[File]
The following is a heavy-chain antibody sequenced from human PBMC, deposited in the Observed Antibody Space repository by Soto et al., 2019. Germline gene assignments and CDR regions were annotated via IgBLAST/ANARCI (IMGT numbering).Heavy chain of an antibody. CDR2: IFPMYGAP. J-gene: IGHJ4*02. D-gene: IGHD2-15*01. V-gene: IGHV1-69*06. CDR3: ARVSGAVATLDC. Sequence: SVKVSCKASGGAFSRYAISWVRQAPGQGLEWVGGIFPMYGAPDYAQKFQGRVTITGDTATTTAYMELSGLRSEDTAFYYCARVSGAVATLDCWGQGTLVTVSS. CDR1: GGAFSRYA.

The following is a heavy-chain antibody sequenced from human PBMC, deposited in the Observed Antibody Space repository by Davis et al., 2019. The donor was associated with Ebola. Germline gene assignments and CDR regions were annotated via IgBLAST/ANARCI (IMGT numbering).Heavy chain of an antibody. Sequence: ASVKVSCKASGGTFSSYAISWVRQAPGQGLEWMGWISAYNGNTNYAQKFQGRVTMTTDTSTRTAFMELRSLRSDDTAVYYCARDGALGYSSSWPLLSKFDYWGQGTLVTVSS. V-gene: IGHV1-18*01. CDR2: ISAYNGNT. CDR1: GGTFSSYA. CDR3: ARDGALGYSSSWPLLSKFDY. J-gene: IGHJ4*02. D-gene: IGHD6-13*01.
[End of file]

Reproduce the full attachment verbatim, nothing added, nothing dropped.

The following is a heavy-chain antibody sequenced from human PBMC, deposited in the Observed Antibody Space repository by Soto et al., 2019. Germline gene assignments and CDR regions were annotated via IgBLAST/ANARCI (IMGT numbering).Heavy chain of an antibody. CDR2: IFPMYGAP. J-gene: IGHJ4*02. D-gene: IGHD2-15*01. V-gene: IGHV1-69*06. CDR3: ARVSGAVATLDC. Sequence: SVKVSCKASGGAFSRYAISWVRQAPGQGLEWVGGIFPMYGAPDYAQKFQGRVTITGDTATTTAYMELSGLRSEDTAFYYCARVSGAVATLDCWGQGTLVTVSS. CDR1: GGAFSRYA.

The following is a heavy-chain antibody sequenced from human PBMC, deposited in the Observed Antibody Space repository by Davis et al., 2019. The donor was associated with Ebola. Germline gene assignments and CDR regions were annotated via IgBLAST/ANARCI (IMGT numbering).Heavy chain of an antibody. Sequence: ASVKVSCKASGGTFSSYAISWVRQAPGQGLEWMGWISAYNGNTNYAQKFQGRVTMTTDTSTRTAFMELRSLRSDDTAVYYCARDGALGYSSSWPLLSKFDYWGQGTLVTVSS. V-gene: IGHV1-18*01. CDR2: ISAYNGNT. CDR1: GGTFSSYA. CDR3: ARDGALGYSSSWPLLSKFDY. J-gene: IGHJ4*02. D-gene: IGHD6-13*01.